has officially sold 25 million copies. By any measure, that's a huge success.
But it's particularly astounding when you consider the game isn't finished yet. It's only tonight, on Dec. 20, that the "Hunger Games"-like title will finally come out of beta.
Five hours after I publish this story (11 p.m. PT),the game's first huge new map, the ability to vault over obstacles, revamped ballistics, improved vehicles, killcams and -- particularly impressive -- 3D replays that let you watch entire matches from any player's perspective or even a bird's eye view, so you can learn from your mistakes.
Update, Dec. 21: Version 1.0 is now live, and PUBG has just updated its sales numbers: 30 million across PC and Xbox. Jeez. Here's the full changelog of everything that's changed and improved in V1.0.
But what's next? Earlier this week, we spoke to the game's head honcho, PUBG Corp. CEO and executive producer C.H. Kim, to pick his brain about that exact thing. We wanted to know about, about and -- of course -- what's next for PC.
Here are the biggest takeaways. (Kim spoke via translator.)
PC version 1.0 isn't the end.
"This is just one of many milestones we've promised our fans when we started Early Access... it doesn't mean we're done with the game," says Kim. "We'll be continuing to add new content and continue to fine-tune the gameplay mechanics persistently." And impressively, that additional content will be free.
In particular, expect focus around features that makes PUBG more suitable for pro gaming: "Next year we have some thoughts about being a little more aggressive trying to run leagues and tournaments around PUBG."
That poor Xbox frame rate? Don't expect it to magically get better soon.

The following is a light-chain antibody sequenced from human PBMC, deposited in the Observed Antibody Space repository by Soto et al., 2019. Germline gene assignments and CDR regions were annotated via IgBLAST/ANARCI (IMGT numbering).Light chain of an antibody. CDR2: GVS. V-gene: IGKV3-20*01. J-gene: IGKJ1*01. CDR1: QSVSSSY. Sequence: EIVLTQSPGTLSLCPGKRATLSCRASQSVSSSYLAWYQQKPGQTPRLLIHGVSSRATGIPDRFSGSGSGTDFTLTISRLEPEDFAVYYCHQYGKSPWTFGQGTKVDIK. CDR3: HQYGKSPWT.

According to Kim,weren't a surprise for the team, and he says the company is committed to steadily improving the graphical fidelity, including hiring new team members to work on the Xbox version of the game. "We knew it'd be an area where we'd need to keep polishing... the madness of an 8 kilometer by 8 kilometer level with 100 players inside and very realistic art assets made it a big challenge for us."
I asked when Xbox owners might expect things to get much better, but he didn't have a great answer. Kim says there's no concrete road map for the Xbox version yet, since they're still gathering feedback and prioritizing which things Xbox owners need most to enjoy the game.
The first priority for Xbox might be helping players aim.
"When it comes to gameplay, we feel like we need to monitor the situation a bit more," says Kim. "There's been feedback that it's too difficult to aim."
I can certainly attest to that. Unlike most console shooters, there's no auto-aim or aim-assist in PUBG for Xbox right now, which led me to some pretty hilarious pray-n'-spray firefights where every bullet misses its intended target.
But the team isn't necessarily adding an aim assist. Kim says they're looking into modifying the recoil of various weapons first. "We've seen a lot of games that use different recoil systems between PC and console, and we're trying to figure out what to do based on those learnings."
Xbox or no, Kim doesn't expect PUBG's sales to keep rocketing skyward forever.
"We know our user base won't keep increasing infinitely, because we know there are a limited number of gamers out there," says Kim.
Don't get your hopes up for PUBG on mobile phones.
According to Kim, there's been no decision on whether the PUBG Corp. and Tencent collaboration for phone games will reach English-speaking audiences, or even necessarily outside China. (PUBG Corp is a Korean company, so that was a bit surprising to hear.)
Plus, a PR rep added that technically, PUBG Corp. and Tencent haven't announced a straight-up port. It's not "PUBG for mobile devices" but rather "separate games based on the PUBG [intellectual property.]"
So you may have to get your mobile fix somewhere else.